Trump being paranoid about Huawei
The Head of Huawei, Meng Wanzhou, was arrested in Canada on December 1, 2018. Since there were was a huge feud going on between the U.S. and China, it was no surprise this was the request exactly from the United States. The dispute started about Trump saying google they can’t cooperate further with Huawei (but the mobile company already had a backup plan). Nevertheless, this was only a spark that led to a much larger issue: the arrest of Meng, the daughter of Huawei, and found Ren Zhengfei. She was accused of bank fraud and misleading HSBC about Huawei’s business (Huawei is also a company that deals with weapons, so it was reported they had business in Iran, as well). Meng pleaded she was innocent, and she’s currently under partial house arrest with around 7 Million US Dollar bail, in Vancouver.
The stock market reported the arrest had strained China’s relations with both the U.S. and Canada.
The real problem for Huawei
Meng indeed had given a PowerPoint presentation to an HSBC banker in Hong Kong back in 2013, that was held as indisputable evidence against her. The presentation stated that Meng said that Skycom Tech Co Ltd, which operated in Iran, was a Huawei business partner.
Meng’s lawyers stood up and had an argument that said prosecutors never mentioned key information that Meng did the presentation regarding Huawei’s business operations in Iran. Furthermore, Skycom worked with Huawei in sales and service because Huawei was also one of the biggest HSBC’s clients, so it’s highly unlikely that the company employees didn’t know about the relationship between them Huawei and Skycom. However, The 2013 presentation forms on the theory where the U.S. claims that Meng defrauded HSBC by lying about Huawei’s business in Iran, allegedly amidst of U.S. sanctions.
The lawyers said that a $900M credit facility that the U.S. said HSBC had extended to Huawei was fake. Instead, Huawei was in a $1.6 billion credit arrangement with 26 banks. They mentioned that HSBC contributed with $80 million. What is conspicuous is that the credit facility was never drawn on by Huawei and was canceled in June 2017. HSBC spokesmen never confirmed they were involved in this matter and did not want to comment on anything about this problem.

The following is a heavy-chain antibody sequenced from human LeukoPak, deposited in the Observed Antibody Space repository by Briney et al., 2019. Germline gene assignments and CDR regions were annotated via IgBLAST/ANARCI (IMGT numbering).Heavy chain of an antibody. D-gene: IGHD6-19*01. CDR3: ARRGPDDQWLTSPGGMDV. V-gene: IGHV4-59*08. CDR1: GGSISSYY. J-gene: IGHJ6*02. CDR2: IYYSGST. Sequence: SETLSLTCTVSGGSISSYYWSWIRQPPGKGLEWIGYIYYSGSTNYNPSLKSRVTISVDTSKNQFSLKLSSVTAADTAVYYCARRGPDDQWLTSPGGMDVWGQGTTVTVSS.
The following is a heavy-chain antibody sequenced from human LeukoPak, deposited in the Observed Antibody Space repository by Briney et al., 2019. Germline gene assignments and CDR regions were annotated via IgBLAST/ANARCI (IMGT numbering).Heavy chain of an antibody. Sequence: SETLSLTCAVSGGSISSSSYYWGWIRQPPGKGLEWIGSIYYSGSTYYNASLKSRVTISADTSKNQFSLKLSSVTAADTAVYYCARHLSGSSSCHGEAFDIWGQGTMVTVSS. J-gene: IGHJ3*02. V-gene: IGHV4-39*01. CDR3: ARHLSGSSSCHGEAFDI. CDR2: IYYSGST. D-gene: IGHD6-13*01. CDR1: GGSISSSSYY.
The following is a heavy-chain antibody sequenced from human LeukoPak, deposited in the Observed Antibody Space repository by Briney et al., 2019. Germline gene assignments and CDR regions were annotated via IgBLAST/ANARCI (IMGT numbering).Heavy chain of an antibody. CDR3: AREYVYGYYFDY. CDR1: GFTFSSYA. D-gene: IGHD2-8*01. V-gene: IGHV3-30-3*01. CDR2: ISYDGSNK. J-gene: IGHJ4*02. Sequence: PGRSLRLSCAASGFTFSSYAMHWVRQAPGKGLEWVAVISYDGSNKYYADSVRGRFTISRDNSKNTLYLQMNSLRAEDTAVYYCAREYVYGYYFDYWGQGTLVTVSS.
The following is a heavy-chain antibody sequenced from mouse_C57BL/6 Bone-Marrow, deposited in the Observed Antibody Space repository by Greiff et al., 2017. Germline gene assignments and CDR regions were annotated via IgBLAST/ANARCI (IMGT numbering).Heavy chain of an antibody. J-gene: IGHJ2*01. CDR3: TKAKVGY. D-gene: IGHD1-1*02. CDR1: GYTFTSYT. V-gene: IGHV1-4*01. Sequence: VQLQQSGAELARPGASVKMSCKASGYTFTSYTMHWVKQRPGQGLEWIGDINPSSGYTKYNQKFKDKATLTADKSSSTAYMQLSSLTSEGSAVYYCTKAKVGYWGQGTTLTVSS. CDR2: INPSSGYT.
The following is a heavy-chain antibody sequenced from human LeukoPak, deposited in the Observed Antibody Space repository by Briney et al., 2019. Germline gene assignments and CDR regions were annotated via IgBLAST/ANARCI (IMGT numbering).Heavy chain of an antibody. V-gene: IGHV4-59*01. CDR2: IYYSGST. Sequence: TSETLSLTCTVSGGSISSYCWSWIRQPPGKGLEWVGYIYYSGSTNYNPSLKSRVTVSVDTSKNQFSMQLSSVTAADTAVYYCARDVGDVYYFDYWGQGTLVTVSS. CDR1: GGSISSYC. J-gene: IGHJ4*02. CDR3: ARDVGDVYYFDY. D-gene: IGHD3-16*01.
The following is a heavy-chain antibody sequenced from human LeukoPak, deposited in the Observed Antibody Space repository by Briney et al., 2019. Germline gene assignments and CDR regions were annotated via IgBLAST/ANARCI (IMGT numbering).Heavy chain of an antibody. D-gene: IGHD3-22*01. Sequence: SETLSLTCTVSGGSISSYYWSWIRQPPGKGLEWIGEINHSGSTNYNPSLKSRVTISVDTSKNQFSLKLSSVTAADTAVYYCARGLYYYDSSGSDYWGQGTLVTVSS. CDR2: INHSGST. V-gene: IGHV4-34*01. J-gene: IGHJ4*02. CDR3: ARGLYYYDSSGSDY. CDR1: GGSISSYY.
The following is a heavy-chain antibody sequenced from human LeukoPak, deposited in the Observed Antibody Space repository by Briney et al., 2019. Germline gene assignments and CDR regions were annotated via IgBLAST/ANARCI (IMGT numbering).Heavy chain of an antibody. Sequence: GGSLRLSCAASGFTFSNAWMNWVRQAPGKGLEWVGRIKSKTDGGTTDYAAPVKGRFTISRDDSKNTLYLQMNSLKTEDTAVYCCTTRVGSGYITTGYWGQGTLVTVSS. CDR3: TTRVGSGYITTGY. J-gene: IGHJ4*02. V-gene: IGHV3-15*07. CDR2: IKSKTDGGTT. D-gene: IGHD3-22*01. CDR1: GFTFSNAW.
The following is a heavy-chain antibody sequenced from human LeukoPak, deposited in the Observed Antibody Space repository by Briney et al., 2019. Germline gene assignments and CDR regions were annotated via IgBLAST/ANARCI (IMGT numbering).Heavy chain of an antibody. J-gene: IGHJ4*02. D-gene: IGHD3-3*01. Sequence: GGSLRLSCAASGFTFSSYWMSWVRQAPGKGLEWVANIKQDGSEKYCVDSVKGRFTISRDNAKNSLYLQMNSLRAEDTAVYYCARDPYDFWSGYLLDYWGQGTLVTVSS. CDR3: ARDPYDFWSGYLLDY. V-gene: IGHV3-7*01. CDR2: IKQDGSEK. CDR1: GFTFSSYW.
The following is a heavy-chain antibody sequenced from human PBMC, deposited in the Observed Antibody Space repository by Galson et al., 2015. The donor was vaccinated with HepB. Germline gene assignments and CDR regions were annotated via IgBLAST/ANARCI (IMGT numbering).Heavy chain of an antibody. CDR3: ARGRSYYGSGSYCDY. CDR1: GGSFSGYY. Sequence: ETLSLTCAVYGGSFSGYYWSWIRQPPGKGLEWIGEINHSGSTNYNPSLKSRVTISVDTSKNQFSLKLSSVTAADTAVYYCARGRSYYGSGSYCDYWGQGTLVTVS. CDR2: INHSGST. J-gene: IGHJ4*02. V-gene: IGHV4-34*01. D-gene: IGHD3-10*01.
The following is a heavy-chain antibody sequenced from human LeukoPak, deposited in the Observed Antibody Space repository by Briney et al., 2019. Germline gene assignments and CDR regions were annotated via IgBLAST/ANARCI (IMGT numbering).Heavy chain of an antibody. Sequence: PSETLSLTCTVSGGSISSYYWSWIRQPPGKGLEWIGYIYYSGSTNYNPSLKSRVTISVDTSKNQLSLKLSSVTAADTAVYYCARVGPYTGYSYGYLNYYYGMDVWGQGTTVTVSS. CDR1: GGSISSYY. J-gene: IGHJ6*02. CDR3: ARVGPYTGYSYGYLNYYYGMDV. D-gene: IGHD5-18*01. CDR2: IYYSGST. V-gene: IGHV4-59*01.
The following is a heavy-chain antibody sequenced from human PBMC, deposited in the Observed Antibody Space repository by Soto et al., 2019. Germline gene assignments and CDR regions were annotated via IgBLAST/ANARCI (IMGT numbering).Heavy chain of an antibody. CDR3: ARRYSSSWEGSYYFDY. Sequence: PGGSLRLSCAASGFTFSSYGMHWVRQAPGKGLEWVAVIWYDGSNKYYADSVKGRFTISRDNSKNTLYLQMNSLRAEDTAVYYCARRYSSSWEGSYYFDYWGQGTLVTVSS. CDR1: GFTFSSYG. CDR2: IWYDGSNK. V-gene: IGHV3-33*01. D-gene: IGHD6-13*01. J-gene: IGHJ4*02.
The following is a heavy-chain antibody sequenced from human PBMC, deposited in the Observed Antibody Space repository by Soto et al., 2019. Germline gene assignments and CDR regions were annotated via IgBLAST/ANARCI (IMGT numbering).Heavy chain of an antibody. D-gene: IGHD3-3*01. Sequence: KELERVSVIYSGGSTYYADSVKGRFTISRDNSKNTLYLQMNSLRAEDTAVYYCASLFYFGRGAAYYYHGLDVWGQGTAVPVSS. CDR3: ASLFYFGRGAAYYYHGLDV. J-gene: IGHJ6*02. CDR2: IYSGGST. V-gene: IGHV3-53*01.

Assistant Chief Justice Heather Holmes of British Columbia Supreme Court, wanted to be fully apprised of the U.S. case. That was before turning to Meng’s claims that her rights were in violation when they arrested her.
Coronavirus dug even more in-depth, and it is said that Meng won’t see hearings until May 25, 2021 (the earliest date), which seems very likely that it will stretch out for a couple of years.
Stocks news reported that in May, a Canadian judge allowed the extradition case to continue. He rejected the defense arguments that these charges filed against Meng do not constitute crimes in Canada. We are yet to see how this is going to develop.
What about investing in Huawei?
Huawei is held by the company’s China-based employees only. The company’s shareholders say, that they don’t quite understand the company’s structure since Huawei does not provide updated information on their holdings and shareholders have no voting power. Thirty-three union members elect nine candidates to attend a shareholder meeting every year regarding stocks, but that is about it. Business shares exist only within the company, and it is unknown whether they are going to decide to go public. Huawei continues to thrive everywhere except in the U.S., and despite their sketchy background, sales are groundbreaking. It is essential that these events also shape how the forex industry operates, since every event shapes and decides how trading options are going to change. What is always important is to stay on track and be informed about everything so you can know when and how to invest.